Launched on Friday afternoon after significant behind the scenes work by Senators, Senate staff, and Gulf War veterans’ advocates, Sanders’ target of $25 million in FY13 Congressionally directed Defense appropriations also carefully coincides with the specifically recommended $25 million funding level by Institute of Medicine (IOM) Committee on Gulf War Veterans and Health chair Dr. Stephen Hauser in letters to Senate Appropriations Committee Chair Sen. Daniel Inouye (D-Haw.) and Ranking Member Sen. Thad Cochran (R-Miss.). It also coincides with the $25 million level recommended by the Congressionally mandated Research Advisory Committee on Gulf War Veterans’ Illnesses (RAC-GWVI) in its groundbreaking November 2008 report.
The FY13 Independent Budget, authored by four of the largest veterans service organizations (VSO’s) including DAV, VFW, PVA, and AMVETS and supported by nearly 60 other organizations, contains equally strong support of the GWI CDMRP: ”For FY 2013, the IBVSOs urge Congress to provide the funding level necessary for this research program to achieve the critical objectives of improving the health and lives of Gulf War veterans.”
To date, VA research funding officials have tended to fund Gulf War related research proposals by researchers working alone, who must also be VA employees. VA’s Office of Research and Development has been invited to collaborate with the GWI CDMRP – which among other unique and efficient aspects, is open to any researcher anywhere – to help advance GWI treatments and to ensure more efficient use of resources, particularly with research conducted by VA employees that could be funded through VA’s existing mechanisms. CDMRP panelists and RAC members alike have expressed hope that VA might be able to aid in a renewed effort based on more recent evidence helping to unravel some of GWI’s previous mysteries, including discoveries of neurological damage, neuro-immune dysregulation, and a chronic inflammatory state in GWI patients.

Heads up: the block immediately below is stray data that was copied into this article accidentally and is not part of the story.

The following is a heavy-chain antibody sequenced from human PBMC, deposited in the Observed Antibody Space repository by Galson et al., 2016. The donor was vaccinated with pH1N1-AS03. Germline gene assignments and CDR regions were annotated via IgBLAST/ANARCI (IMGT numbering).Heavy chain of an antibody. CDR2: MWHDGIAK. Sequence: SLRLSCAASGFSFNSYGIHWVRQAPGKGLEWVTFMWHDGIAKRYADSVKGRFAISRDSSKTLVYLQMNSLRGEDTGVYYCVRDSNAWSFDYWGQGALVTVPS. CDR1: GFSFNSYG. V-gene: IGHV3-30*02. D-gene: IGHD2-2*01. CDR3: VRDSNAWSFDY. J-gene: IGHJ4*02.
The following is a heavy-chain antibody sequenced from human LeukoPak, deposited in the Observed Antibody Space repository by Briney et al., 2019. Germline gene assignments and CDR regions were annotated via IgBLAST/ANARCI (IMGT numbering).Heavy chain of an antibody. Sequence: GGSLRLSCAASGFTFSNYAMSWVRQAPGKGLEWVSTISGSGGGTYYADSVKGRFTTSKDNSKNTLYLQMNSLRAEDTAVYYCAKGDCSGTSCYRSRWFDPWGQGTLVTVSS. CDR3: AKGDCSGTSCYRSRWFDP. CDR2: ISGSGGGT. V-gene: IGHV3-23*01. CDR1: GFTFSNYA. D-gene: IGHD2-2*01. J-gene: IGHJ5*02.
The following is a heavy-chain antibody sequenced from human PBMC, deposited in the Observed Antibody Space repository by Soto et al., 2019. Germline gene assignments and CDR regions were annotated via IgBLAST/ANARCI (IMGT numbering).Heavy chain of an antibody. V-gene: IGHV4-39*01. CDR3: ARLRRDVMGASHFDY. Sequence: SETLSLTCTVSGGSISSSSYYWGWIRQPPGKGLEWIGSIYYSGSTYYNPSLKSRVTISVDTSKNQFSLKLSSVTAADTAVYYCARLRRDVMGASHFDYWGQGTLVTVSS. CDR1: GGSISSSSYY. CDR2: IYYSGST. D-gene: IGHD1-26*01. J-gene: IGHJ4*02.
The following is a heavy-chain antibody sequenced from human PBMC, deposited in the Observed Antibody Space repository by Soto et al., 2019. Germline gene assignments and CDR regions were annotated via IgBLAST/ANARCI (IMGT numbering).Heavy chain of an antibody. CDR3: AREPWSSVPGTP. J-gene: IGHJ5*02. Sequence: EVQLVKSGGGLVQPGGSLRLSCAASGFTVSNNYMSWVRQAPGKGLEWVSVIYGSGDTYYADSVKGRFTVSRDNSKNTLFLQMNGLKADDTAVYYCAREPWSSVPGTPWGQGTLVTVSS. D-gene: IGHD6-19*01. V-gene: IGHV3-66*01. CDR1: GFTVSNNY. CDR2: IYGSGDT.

The three consortia currently in development involve dozens of key researchers from a multitude of research institutions and labs, and are aimed squarely at treatments for Gulf War Illness patients. Most are not VA employees and are therefore not eligible for VA research funding.
The consensus among GWI medical researchers is increasingly clear, including as publicly expressed by all three RAC scientific directors past and present: With the right efforts, effective treatments can indeed be found for the neurologically-rooted GWI.
Gulf War veterans and their advocates were successful in garnering 65 cosigners – by far the most ever in the history of the program — on a similar bipartisan effort in the U.S. House of Representatives led in March by Rep. Dennis Kucinich (D-Oh.) and Rep. Phil Roe, M.D. (R-Tenn.). Among the cosignatories was Rep. Jeff Miller (R-Fla.), Chair of the House Committee on Veterans’ Affairs.
After much behind the scenes meeting and coordinating, it is now up to veterans and their advocates to help convince their Senators to sign on to the Sanders “Dear Colleague” request to provide $25 million in FY13 Defense appropriations for the Gulf War Illness Congressionally Directed Medical Research Program.